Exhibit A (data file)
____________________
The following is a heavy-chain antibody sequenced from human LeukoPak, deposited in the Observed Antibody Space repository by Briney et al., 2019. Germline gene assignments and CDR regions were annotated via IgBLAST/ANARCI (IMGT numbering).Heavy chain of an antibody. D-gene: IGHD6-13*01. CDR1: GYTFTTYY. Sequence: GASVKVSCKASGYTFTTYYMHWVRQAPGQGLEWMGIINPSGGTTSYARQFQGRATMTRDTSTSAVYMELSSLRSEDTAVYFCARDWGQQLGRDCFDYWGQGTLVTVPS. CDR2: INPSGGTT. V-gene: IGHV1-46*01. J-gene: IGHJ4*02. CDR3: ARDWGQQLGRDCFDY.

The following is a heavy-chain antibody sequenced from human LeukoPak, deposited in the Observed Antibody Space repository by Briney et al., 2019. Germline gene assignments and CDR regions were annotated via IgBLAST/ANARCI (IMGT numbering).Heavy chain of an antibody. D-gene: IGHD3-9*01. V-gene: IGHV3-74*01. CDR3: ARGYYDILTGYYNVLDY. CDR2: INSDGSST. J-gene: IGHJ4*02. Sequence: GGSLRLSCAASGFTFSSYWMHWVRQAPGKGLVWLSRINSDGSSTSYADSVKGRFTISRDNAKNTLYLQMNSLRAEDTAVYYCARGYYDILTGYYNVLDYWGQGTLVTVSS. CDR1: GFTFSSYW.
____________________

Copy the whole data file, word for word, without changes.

The following is a heavy-chain antibody sequenced from human LeukoPak, deposited in the Observed Antibody Space repository by Briney et al., 2019. Germline gene assignments and CDR regions were annotated via IgBLAST/ANARCI (IMGT numbering).Heavy chain of an antibody. D-gene: IGHD6-13*01. CDR1: GYTFTTYY. Sequence: GASVKVSCKASGYTFTTYYMHWVRQAPGQGLEWMGIINPSGGTTSYARQFQGRATMTRDTSTSAVYMELSSLRSEDTAVYFCARDWGQQLGRDCFDYWGQGTLVTVPS. CDR2: INPSGGTT. V-gene: IGHV1-46*01. J-gene: IGHJ4*02. CDR3: ARDWGQQLGRDCFDY.

The following is a heavy-chain antibody sequenced from human LeukoPak, deposited in the Observed Antibody Space repository by Briney et al., 2019. Germline gene assignments and CDR regions were annotated via IgBLAST/ANARCI (IMGT numbering).Heavy chain of an antibody. D-gene: IGHD3-9*01. V-gene: IGHV3-74*01. CDR3: ARGYYDILTGYYNVLDY. CDR2: INSDGSST. J-gene: IGHJ4*02. Sequence: GGSLRLSCAASGFTFSSYWMHWVRQAPGKGLVWLSRINSDGSSTSYADSVKGRFTISRDNAKNTLYLQMNSLRAEDTAVYYCARGYYDILTGYYNVLDYWGQGTLVTVSS. CDR1: GFTFSSYW.